How much of a problem is the skills shortage to UK engineering?

Unfortunately, I experience the lack of engineers on a daily basis in my role visiting workshops where I see and hear about a lack of technicians, qualified and trained staff. Staff do often leave to go to higher paid engineering jobs, so it is important that the industry helps train and recruit more to help with the UK’s infrastructure and the economy. That is why it is important that more women think about becoming engineers.

How does DVSA support you in your career progression?

Support for progression comes from my line manager and colleagues. I have had opportunity for promotion and progression on many occasion and have been encouraged to apply.

However, given the fact I’m a front-line officer, progression for me in DVSA is much like any other job where leaving the shop floor inevitability puts you in an office or managing staff. This is something, which although I am capable of, I have no interest in doing. I have been nominated and selected for projects and trial teams over the years and I enjoy this as it is an opportunity to give input and implement changes within the business, making a real difference to helping improve road safety.

What does the role involve? What do you enjoy most in your role?

As a Vehicle Examiner my role primarily involves making sure lorries and buses are safe to drive on UK roads and that Vehicle Testing Stations (VTS) are working properly.

I conduct roadside vehicle examinations predominantly of Heavy Goods Vehicles/Public Service Vehicles but also any other vehicle on the road that checks may be required on.

I conduct visits to premises of HGV/PSV operators to examine vehicles and the maintenance systems in place. I carry out site visits to VTSs to ensure equipment is working and calibrated, documentation is retained, scheme rules and regulations are being adhered to and check the competency of MOT Testers. Where I find a problem, I give advice and provide reports. Where further investigation is required, this may lead to disciplinary procedures being applied with possible court proceedings or Public Inquires. I also deliver new operator seminars.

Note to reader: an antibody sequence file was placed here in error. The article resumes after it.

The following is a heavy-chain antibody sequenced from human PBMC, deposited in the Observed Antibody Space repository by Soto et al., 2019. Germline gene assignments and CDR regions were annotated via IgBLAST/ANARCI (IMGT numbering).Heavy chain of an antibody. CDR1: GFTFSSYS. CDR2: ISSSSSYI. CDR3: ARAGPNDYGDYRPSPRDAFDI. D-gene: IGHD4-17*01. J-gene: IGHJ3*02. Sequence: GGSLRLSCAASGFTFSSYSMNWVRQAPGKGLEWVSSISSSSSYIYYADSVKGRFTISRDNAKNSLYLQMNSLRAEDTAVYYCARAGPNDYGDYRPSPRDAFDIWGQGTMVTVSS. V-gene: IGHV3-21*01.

The thing I enjoy most about my role is the variety and being outdoors. I’m privileged to work in such a beautiful part of the UK and I’m very much a hands-on person and enjoy being on my feet and active. I get a lot of satisfaction from educating operators, VTSs and MOT Testers to help them achieve compliance and seeing their businesses and skills grow over the years, too.

Is there anything you would do differently in your career?

Being a Vehicle Examiner for the DVSA is not the job that I had envisaged for myself. When I left college, l wanted to go to university to become a Chartered Engineer and work in developing and testing engines; I even designed a part for an engine that excited and intrigued my lecturers and my dad and was advised to get it patented.

Unfortunately, I was not in a position to go to university at the time and therefore pursued other jobs.

I don’t regret not going to university as this was beyond my control and once I joined the DVSA I soon found an important job where I could use my skills to help keep Britain’s roads safe.

Do you think the range of career options is made clear at school / college level?

I don’t think it is made clear enough. Students may be given advice, but I’m not convinced that schools or colleges give out enough detailed information.

Carrying out work experience prior to choosing their exam subjects would help the student choose a career. Simply saying to young students, who have little knowledge of the outside working world that they could go into engineering is not enough.

Children will draw their own conclusion about professions based on their experience which will probably, at that age, be from their parents, TV and social media. Sometimes students will excel in areas that they have no desire to pursue a career in.

If a student achieves high grades in certain subjects, is it fair for a careers advisor to lead them in this direction, without considering if they want to pursue something else and highlighting other options available?

The more detail and information that can be made available to young students the better. A lot of this information is already available via the internet but perhaps they also need a little more help on how to research.